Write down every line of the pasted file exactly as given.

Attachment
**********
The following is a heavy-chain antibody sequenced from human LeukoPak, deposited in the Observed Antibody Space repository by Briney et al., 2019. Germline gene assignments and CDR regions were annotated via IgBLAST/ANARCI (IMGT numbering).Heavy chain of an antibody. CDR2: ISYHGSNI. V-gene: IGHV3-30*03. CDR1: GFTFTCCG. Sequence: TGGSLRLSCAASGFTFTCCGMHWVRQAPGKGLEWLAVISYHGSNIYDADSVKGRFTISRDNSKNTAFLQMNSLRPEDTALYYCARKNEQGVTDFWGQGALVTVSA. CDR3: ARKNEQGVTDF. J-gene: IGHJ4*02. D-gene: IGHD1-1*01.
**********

The following is a heavy-chain antibody sequenced from human LeukoPak, deposited in the Observed Antibody Space repository by Briney et al., 2019. Germline gene assignments and CDR regions were annotated via IgBLAST/ANARCI (IMGT numbering).Heavy chain of an antibody. CDR2: ISYHGSNI. V-gene: IGHV3-30*03. CDR1: GFTFTCCG. Sequence: TGGSLRLSCAASGFTFTCCGMHWVRQAPGKGLEWLAVISYHGSNIYDADSVKGRFTISRDNSKNTAFLQMNSLRPEDTALYYCARKNEQGVTDFWGQGALVTVSA. CDR3: ARKNEQGVTDF. J-gene: IGHJ4*02. D-gene: IGHD1-1*01.